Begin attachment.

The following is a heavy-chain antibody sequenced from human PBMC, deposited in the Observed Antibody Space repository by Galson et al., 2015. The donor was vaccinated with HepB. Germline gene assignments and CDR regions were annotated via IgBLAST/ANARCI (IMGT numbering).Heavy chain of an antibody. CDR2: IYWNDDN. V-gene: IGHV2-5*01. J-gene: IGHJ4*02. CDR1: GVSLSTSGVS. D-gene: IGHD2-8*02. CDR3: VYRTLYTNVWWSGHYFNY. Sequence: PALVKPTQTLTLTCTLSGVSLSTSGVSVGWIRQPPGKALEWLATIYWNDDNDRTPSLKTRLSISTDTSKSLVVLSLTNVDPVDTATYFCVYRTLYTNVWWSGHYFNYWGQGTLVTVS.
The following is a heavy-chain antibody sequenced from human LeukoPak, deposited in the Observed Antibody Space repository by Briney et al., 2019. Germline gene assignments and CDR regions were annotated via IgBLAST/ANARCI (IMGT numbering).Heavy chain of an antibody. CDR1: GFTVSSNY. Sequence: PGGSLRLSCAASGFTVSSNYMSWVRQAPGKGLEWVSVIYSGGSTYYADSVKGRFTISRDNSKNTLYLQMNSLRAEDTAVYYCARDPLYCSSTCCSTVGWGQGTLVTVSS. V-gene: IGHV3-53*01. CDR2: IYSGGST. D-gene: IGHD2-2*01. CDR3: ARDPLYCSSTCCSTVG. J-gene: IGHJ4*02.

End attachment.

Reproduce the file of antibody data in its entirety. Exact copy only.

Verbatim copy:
The following is a heavy-chain antibody sequenced from human PBMC, deposited in the Observed Antibody Space repository by Galson et al., 2015. The donor was vaccinated with HepB. Germline gene assignments and CDR regions were annotated via IgBLAST/ANARCI (IMGT numbering).Heavy chain of an antibody. CDR2: IYWNDDN. V-gene: IGHV2-5*01. J-gene: IGHJ4*02. CDR1: GVSLSTSGVS. D-gene: IGHD2-8*02. CDR3: VYRTLYTNVWWSGHYFNY. Sequence: PALVKPTQTLTLTCTLSGVSLSTSGVSVGWIRQPPGKALEWLATIYWNDDNDRTPSLKTRLSISTDTSKSLVVLSLTNVDPVDTATYFCVYRTLYTNVWWSGHYFNYWGQGTLVTVS.
The following is a heavy-chain antibody sequenced from human LeukoPak, deposited in the Observed Antibody Space repository by Briney et al., 2019. Germline gene assignments and CDR regions were annotated via IgBLAST/ANARCI (IMGT numbering).Heavy chain of an antibody. CDR1: GFTVSSNY. Sequence: PGGSLRLSCAASGFTVSSNYMSWVRQAPGKGLEWVSVIYSGGSTYYADSVKGRFTISRDNSKNTLYLQMNSLRAEDTAVYYCARDPLYCSSTCCSTVGWGQGTLVTVSS. V-gene: IGHV3-53*01. CDR2: IYSGGST. D-gene: IGHD2-2*01. CDR3: ARDPLYCSSTCCSTVG. J-gene: IGHJ4*02.